Family outraged over life-changing treatment going from free to $375,000 a year

Feb 7, 2019

NBC News
Ben Kesslen
February 7, 2019

“I don’t think I would be alive today” without the very-expensive drug, Will Schuller told NBC News.

When Will Schuller was an 18-year-old senior in high school in Overland Park, Kansas, something puzzling was happening. He was “big into running at the time” and seemingly in good health, but his mile time kept increasing.

“I was getting much slower and slower times,” Will, who is a now a senior at the University of Tulsa studying mechanical engineering, told NBC News on Thursday. Eventually, he said, it got the point that within weeks he “couldn’t run even half the distance.”

From there, it only got worse. Will struggled to walk from the school parking lot to his classes, and he couldn’t exercise.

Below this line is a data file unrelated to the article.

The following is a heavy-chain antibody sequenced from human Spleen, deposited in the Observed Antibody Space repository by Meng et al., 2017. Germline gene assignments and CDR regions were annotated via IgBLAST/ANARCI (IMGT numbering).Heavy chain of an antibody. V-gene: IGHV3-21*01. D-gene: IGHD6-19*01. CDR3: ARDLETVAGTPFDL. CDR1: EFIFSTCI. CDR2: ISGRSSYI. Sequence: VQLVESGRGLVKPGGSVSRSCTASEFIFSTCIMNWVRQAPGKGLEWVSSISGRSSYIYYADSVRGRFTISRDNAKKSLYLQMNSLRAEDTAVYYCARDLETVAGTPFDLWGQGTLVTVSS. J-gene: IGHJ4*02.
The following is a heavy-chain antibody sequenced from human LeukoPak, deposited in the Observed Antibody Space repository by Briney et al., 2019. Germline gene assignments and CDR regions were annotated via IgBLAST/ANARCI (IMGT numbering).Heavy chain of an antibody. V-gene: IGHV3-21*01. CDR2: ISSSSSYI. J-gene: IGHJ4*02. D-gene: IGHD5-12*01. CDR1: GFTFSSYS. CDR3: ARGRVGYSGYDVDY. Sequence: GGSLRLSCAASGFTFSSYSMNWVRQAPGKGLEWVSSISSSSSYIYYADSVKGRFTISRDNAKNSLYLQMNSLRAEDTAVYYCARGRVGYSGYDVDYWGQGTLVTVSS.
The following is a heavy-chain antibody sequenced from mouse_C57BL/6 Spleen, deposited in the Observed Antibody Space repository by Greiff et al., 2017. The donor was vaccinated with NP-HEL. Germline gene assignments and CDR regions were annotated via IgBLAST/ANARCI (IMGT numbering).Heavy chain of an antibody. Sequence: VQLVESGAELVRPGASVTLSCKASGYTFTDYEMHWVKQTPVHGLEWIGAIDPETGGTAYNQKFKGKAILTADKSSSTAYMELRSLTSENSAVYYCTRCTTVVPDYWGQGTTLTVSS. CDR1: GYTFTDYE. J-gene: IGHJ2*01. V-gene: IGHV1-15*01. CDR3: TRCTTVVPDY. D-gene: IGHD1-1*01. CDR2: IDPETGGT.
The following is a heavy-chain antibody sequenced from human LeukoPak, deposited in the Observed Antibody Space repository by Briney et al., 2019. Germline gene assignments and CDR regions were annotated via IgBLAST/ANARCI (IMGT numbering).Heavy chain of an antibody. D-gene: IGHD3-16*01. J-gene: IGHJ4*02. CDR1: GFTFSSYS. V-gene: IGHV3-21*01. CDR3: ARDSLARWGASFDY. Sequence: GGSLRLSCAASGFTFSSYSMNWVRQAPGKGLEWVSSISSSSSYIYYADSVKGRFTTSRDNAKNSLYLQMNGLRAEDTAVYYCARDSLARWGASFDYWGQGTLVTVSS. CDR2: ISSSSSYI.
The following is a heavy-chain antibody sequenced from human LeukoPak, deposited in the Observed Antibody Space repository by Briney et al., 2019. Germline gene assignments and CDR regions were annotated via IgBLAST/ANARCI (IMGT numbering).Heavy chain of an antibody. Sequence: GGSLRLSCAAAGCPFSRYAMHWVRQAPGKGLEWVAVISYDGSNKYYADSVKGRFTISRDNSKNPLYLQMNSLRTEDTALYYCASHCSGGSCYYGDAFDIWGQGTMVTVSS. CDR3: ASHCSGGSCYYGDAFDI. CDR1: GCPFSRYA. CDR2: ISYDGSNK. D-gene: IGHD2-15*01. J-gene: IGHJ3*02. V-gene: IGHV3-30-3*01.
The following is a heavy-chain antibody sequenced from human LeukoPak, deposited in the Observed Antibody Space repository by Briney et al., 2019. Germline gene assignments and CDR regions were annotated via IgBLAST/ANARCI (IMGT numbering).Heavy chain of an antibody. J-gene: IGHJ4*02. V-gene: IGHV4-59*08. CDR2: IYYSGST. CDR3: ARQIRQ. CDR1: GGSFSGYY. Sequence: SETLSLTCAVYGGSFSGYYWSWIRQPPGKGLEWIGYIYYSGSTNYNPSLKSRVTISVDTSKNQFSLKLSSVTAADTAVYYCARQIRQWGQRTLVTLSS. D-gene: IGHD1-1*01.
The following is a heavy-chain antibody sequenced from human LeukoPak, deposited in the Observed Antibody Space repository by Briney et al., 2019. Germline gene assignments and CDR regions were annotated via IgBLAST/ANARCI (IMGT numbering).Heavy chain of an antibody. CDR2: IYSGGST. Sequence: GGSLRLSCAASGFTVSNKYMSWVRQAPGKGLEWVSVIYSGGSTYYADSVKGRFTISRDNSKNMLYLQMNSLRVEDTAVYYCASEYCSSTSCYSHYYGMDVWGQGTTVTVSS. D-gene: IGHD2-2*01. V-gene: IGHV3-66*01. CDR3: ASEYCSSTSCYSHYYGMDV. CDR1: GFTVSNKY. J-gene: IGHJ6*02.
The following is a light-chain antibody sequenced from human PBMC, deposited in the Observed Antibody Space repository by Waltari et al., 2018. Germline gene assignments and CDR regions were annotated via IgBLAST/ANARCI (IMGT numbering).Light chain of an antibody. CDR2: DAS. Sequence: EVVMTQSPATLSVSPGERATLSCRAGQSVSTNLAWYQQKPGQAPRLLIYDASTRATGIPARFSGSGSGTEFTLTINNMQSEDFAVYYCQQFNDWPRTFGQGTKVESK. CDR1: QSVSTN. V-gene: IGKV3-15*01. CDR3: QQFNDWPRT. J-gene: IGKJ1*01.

“Everyone knew I was this fit guy, and in just a matter of a month you see me struggling to walk from one side of the hallway to the other,” he said. “My sister would have to piggyback me up the stairs.” At that point, Will’s parents had to pull him out of school.

It took about six weeks for a neurologist to figure out what was going on. Right around Christmas 2014, Will was diagnosed with Lambert-Eaton Myasthenic Syndrome (LEMS), a rare neuromuscular disorder…

…When Schuller got the drug, called 3,4-diaminopyridine, or 3,4-DAP, he instantly felt better…

“He skips out to the lobby. And we skip on down to the next appointment. And I’m with the wheelchair trying to follow him back down,” she said. “I don’t believe in miracles. But that was pretty darn close to one. … It was a miracle drug, for sure.”

Since 1992, 3,4-DAP, was made by Jacobus Pharmaceuticals, a small New Jersey company, until a different company, Catalyst, recently received the exclusive rights to the drug. Catalyst added a preservative, renamed it Firdapse, and is now charging north of $375,000 a year for the life-changing drug…

…“This is not a story about innovation. This is a story about exploitation,” Burns said.

Will’s parents said doctors at the Mayo Clinic warned them about an impending price increase, but they never imagined it would start costing hundreds of thousands of dollars.